I, however, disagree about the location of Holy Cross...the greater boston area maybe better than the greater philly area, but the Main Line (villanova) is known for being a prestigious and fun area whereas Worcester is an old factory town.
I seriously considered Holy Cross but my brother, who attends, informed me of how dreary the location really is...the HC campus is beautiful, but off campus there is not much to do.</p>

<p>Well Holy Cross doesn't fall in the category of "National University" because it's a LAC. National Universities have graduate students and are usually much larger. HC makes the list for nationally ranked LACs. The ones that don't make the national ranking in their corresponding category (Villanova would be considered a university) are then ranked in comparision to the other schools around the area. So why Fordham is considered a National University and Villanova isn't is something to think about.</p>

<p>Location was totally personal. All of my family is in the Boston area and it (from my experience) was very easy getting from Worchester to Boston. Also Worchester wasn't nearly as bad as people made it out to be. As for Nova I actually didn't like the rich suburb feel. I felt like I was just surrounded by rich white people all the time; and Philly isn't Boston, I did not enjoy the time I spent in the city.</p>

<p>You guys are missing the SIMPLE point of clarification as to why Villanova is not ranked in the national ranking. It has nothing to do with "national recognition" or "make the national ranking in their corresponding category".</p>

<p>It has to do with USNWR category definitions. </p>


<p>National University Rankings Methodology</p>

<p>Schools in the National Universities category, such as University of Chicago and Stanford University, offer a full range of undergraduate majors, master's, and doctoral degrees."</p>

<p>Villanova is not a"National University" category by USNWR definition (see above).</p>

<p>Villanova has been a traditional undergraduate institution that is expanding it masters and doctorate programs and degrees conferred. It is ranked in the regional rankings because in the past it did not confer a high enough percentage of degrees in Masters or Doctoral programs.That is changing , in 2010 , Villanova conferred Bachelor's degrees 1917 & Master's degrees 767.</p>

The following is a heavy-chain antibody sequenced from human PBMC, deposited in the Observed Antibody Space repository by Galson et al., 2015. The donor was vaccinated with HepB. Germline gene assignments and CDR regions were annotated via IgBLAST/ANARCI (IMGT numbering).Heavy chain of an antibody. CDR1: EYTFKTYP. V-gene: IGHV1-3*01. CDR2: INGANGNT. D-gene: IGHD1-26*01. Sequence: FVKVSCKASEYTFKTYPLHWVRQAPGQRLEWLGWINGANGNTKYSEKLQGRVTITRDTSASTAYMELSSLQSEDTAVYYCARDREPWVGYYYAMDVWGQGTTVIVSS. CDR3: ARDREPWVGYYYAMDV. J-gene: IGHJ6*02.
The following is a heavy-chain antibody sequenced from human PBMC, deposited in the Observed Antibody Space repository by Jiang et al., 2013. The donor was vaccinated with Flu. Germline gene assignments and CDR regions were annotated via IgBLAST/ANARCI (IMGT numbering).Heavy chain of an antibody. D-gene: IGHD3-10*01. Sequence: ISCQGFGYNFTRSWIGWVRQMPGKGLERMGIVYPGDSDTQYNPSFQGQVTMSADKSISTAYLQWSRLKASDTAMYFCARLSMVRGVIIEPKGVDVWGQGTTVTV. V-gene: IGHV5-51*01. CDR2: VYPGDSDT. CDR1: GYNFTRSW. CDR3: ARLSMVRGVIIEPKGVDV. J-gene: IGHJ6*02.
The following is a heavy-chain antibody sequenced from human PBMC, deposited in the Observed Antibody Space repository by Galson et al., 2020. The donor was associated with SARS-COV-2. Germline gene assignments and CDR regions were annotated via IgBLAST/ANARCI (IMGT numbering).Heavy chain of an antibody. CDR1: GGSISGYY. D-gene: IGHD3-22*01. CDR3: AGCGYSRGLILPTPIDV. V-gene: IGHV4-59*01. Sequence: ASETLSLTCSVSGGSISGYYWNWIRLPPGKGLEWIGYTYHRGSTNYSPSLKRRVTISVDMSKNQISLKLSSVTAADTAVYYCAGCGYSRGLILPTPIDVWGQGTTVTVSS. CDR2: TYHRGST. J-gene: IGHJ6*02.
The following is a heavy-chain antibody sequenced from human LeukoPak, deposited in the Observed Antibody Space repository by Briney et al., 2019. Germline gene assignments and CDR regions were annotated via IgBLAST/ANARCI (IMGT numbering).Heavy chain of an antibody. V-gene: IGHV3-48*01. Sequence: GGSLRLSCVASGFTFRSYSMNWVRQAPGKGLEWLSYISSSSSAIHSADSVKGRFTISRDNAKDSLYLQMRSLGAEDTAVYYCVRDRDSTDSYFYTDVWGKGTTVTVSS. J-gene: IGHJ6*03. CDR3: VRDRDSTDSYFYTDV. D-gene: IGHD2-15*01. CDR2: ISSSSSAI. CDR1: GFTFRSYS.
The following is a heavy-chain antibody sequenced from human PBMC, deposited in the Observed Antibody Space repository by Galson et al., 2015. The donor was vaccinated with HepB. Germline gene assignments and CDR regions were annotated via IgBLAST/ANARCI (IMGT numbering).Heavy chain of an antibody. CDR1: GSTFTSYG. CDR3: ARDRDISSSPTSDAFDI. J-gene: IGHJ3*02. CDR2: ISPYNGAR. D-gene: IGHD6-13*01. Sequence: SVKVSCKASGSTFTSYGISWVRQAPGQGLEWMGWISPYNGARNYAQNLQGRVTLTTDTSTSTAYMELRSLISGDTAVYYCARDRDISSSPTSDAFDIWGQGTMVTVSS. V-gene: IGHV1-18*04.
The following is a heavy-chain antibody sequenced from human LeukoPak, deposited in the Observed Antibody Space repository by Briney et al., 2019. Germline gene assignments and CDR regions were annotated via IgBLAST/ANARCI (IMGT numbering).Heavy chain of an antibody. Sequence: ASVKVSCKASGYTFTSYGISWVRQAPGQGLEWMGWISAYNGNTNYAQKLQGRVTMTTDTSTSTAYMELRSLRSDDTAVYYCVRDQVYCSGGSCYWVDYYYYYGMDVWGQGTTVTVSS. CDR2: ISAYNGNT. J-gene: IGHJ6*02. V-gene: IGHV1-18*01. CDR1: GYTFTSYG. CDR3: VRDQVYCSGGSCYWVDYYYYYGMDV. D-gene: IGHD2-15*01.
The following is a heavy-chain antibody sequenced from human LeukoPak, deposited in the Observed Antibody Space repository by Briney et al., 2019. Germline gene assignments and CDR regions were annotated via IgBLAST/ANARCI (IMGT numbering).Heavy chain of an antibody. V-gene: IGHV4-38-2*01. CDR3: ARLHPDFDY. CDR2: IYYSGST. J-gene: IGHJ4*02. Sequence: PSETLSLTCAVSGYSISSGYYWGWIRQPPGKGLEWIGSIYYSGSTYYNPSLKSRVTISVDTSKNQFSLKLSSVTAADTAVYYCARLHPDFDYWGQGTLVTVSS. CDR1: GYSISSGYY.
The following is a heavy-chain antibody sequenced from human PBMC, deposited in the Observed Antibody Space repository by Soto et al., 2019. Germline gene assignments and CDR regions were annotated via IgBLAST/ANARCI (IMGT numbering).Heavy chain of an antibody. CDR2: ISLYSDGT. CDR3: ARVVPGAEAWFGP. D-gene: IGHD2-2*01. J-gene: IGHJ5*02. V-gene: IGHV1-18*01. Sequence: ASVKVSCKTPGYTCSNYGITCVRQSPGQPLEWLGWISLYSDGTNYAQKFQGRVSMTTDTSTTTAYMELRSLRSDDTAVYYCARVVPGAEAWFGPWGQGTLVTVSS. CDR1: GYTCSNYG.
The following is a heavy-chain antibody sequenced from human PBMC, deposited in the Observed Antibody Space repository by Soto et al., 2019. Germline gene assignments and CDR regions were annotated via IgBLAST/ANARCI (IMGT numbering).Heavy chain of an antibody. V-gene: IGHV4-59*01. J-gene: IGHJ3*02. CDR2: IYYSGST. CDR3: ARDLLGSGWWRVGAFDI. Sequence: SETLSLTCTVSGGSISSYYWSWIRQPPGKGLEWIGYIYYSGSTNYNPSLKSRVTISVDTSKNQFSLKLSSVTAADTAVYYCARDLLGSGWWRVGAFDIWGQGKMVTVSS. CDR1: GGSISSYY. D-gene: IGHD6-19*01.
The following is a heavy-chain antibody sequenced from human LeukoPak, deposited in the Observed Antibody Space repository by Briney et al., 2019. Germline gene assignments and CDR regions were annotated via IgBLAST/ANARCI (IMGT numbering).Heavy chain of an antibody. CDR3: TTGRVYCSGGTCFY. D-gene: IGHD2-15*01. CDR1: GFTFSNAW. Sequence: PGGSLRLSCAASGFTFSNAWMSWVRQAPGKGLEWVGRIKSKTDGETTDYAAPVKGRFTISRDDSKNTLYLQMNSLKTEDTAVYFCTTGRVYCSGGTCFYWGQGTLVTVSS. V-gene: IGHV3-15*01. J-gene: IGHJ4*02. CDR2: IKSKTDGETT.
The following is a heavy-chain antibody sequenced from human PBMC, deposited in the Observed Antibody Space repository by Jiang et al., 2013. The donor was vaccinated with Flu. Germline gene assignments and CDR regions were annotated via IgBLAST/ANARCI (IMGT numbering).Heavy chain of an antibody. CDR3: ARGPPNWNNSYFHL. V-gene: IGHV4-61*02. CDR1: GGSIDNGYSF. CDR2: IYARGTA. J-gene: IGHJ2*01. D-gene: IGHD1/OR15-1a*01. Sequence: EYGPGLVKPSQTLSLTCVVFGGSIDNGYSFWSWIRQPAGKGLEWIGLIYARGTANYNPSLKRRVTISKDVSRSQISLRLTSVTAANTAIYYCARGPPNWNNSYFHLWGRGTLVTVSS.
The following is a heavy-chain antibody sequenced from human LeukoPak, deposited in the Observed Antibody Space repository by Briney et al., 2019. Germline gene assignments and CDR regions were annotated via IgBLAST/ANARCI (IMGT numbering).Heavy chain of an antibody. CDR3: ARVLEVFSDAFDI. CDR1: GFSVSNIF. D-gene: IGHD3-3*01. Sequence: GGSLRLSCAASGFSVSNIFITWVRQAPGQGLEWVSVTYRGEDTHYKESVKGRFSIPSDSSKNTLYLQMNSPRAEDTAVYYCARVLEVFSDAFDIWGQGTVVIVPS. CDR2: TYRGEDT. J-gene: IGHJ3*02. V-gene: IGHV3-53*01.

<p>It is not ranked in the Liberal Arts category because it is not strictly a liberal arts school , as defined by USNWR Rankings Methodology "which emphasize undergraduate education and award at least half of their degrees in the liberal arts fields of study".</p>

<p>Villanova's Business , Engineering & Nursing school are slightly more than half (55% +/-) the undergraduate degrees.</p>

<p>It is interesting that Villanova's school of Liberal Arts is around the size of many schools in the Liberal Arts category and if Villanova School of Liberal Arts were ranked in the Liberal Arts category it would rank between #30 Bucknell and # 41 Franklin & Marshall. This can be verified by comparing the specific rankings data. </p>

<p>As I have stated previously , if/when Villanova is ranked in the National category , it will rank somewhere between 31 (Boston College) & 45 (UT Austin). </p>

<p>The rankings use strict metrics to define a score , thus ranking. </p>

<h1>31 BC has accept rate 31% , Freshman retention rate 95% & 6yr graduation rate 91%</h1>

<h1>45 UT Austin has accept rate 45% , Freshman retention rate 92% & 6yr graduation rate 81%.</h1>

<p>Villanova has accept rate 45% , Freshman retention rate 95% & 6yr graduation rate 90%.